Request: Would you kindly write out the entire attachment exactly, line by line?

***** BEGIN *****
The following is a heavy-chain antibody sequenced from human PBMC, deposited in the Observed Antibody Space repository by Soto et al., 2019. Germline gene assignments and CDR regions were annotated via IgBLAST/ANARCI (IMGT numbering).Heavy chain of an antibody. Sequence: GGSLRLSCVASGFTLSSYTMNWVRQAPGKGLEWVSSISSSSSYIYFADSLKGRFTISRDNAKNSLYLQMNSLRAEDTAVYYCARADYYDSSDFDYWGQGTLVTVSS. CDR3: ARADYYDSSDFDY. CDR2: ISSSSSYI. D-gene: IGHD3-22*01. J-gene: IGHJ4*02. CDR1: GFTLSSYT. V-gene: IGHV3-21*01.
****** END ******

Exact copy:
The following is a heavy-chain antibody sequenced from human PBMC, deposited in the Observed Antibody Space repository by Soto et al., 2019. Germline gene assignments and CDR regions were annotated via IgBLAST/ANARCI (IMGT numbering).Heavy chain of an antibody. Sequence: GGSLRLSCVASGFTLSSYTMNWVRQAPGKGLEWVSSISSSSSYIYFADSLKGRFTISRDNAKNSLYLQMNSLRAEDTAVYYCARADYYDSSDFDYWGQGTLVTVSS. CDR3: ARADYYDSSDFDY. CDR2: ISSSSSYI. D-gene: IGHD3-22*01. J-gene: IGHJ4*02. CDR1: GFTLSSYT. V-gene: IGHV3-21*01.